IU health economist Alex Hollingsworth joined a cross-country bicycle tour aimed at understanding why Americans oppose or support the Affordable Care Act.
Hollingsworth, along with the lead researcher Paul Gordon and others from the University of Arizona, approached people in parks, cafes and other public places to interview them about their opinions on the Affordable Care Act, also known as Obamacare.
Their findings were published in an article in the April 2017 edition of the journal of Academic Medicine.
The bicycle tour started in Washington, D.C., and ended in Seattle. Hollingsworth joined the team in their trek through northern Ohio and assisted them with the paper following the end of the tour.
The researchers rode from April to July 2016 and then analyzed the data and wrote their research paper afterward.
They mostly biked through northern, rural states, which gave them an insight into how Americans from these areas of the country feel about the ACA, which is mostly negative.
Hollingsworth said in more than 100 interviews, most people’s opinions fell into similar categories.
“It was quite illuminating and very quickly we reached critical mass of the set of opinions,” he said. “If we had interviewed 10,000 more people, I think the majority of them would have fit into the same set.”
Those who were interviewed were concerned about similar things, including the cost of insurance from the ACA, government involvement in healthcare and paying for other people’s problems.
Hollingsworth and the research team interviewed a 35-year-old musician named Rob in eastern Ohio. He said he was not a fan of the individual mandate because he felt forced to purchase insurance. When the team brought up a similar mandate with car insurance, he replied that people can choose to drive a car but can’t choose to be alive and need insurance.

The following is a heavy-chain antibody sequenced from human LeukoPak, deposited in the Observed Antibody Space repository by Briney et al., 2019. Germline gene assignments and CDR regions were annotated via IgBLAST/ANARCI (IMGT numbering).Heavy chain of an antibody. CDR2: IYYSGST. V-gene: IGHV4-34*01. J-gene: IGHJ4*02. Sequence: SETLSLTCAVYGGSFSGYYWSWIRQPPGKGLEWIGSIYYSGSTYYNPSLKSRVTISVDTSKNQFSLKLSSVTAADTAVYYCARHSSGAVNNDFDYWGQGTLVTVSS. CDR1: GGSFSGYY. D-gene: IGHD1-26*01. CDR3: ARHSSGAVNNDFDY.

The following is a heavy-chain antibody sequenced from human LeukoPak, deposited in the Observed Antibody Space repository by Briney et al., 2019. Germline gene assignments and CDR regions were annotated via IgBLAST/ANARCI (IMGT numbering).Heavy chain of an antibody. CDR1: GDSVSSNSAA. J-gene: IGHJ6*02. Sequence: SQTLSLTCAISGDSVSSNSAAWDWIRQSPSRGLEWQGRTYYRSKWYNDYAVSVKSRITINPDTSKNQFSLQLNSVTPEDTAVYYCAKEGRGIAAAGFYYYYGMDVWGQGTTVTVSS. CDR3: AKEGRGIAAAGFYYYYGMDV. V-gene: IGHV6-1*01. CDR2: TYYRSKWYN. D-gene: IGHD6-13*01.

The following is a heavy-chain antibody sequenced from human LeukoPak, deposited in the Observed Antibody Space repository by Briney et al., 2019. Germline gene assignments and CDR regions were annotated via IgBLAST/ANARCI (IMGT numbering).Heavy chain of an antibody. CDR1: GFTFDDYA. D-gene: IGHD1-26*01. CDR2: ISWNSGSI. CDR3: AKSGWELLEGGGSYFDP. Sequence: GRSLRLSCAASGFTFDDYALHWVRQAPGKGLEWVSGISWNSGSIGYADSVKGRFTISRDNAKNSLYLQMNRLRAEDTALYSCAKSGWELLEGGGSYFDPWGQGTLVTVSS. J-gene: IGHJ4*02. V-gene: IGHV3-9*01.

Rob said he purchases insurance in the private market and the price has increased three-fold. He believes this is solely because of the individual mandate because companies can, and are, trying to make more money off the population.
People can read more about Rob’s interview and others from the tour at bikelisteningtour.wordpress.com.
Interviews lasted as long as people wanted to talk and the researchers were careful not to put in their own bias or correct people, Hollingsworth said.
It was a different way to conduct research, but Hollingsworth said it added a missing piece to what researchers already know about Americans and the ACA.
“People are very opinionated about the ACA,” he said. “It seems to be a very politically divisive topic.”
Although most research shows polling and statistics about people’s basic opinions, there was no clear understanding of why people support or oppose the ACA.
The goal of the bike tour was to delve into what people’s concerns were and record their feelings.
Hollingsworth teaches about healthcare and healthcare policy in the School of Public and Environmental Affairs. He said knowing this kind of research can help him better present information to his classes.
Knowing what kind of preconceived notions students have coming in, whether for or against the ACA, will help him approach the topic in a better way for students.
In addition, research like the bike tour can help on a broader scale.
“Now that we have this information, let’s not ignore it,” Hollingsworth said. “We can develop better policies when we can better understand what people’s concerns are.”
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